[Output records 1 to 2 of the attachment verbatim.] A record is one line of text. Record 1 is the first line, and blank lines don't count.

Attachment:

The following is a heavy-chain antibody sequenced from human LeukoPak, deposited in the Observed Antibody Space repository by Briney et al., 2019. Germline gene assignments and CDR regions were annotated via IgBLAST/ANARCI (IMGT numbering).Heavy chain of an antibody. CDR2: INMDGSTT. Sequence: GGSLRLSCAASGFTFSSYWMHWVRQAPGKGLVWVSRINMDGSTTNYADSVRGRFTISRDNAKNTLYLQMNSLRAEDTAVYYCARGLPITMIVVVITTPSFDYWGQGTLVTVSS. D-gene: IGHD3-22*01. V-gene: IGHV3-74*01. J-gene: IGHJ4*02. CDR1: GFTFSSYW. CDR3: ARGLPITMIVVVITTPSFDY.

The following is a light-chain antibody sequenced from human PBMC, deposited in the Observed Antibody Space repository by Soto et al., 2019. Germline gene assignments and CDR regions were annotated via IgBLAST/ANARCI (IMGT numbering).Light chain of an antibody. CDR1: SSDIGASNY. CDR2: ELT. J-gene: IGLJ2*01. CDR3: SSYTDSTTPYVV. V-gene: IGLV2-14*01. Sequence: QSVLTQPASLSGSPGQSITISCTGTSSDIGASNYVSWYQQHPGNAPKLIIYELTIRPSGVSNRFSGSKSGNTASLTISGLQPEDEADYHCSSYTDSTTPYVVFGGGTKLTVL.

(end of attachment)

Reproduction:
The following is a heavy-chain antibody sequenced from human LeukoPak, deposited in the Observed Antibody Space repository by Briney et al., 2019. Germline gene assignments and CDR regions were annotated via IgBLAST/ANARCI (IMGT numbering).Heavy chain of an antibody. CDR2: INMDGSTT. Sequence: GGSLRLSCAASGFTFSSYWMHWVRQAPGKGLVWVSRINMDGSTTNYADSVRGRFTISRDNAKNTLYLQMNSLRAEDTAVYYCARGLPITMIVVVITTPSFDYWGQGTLVTVSS. D-gene: IGHD3-22*01. V-gene: IGHV3-74*01. J-gene: IGHJ4*02. CDR1: GFTFSSYW. CDR3: ARGLPITMIVVVITTPSFDY.

The following is a light-chain antibody sequenced from human PBMC, deposited in the Observed Antibody Space repository by Soto et al., 2019. Germline gene assignments and CDR regions were annotated via IgBLAST/ANARCI (IMGT numbering).Light chain of an antibody. CDR1: SSDIGASNY. CDR2: ELT. J-gene: IGLJ2*01. CDR3: SSYTDSTTPYVV. V-gene: IGLV2-14*01. Sequence: QSVLTQPASLSGSPGQSITISCTGTSSDIGASNYVSWYQQHPGNAPKLIIYELTIRPSGVSNRFSGSKSGNTASLTISGLQPEDEADYHCSSYTDSTTPYVVFGGGTKLTVL.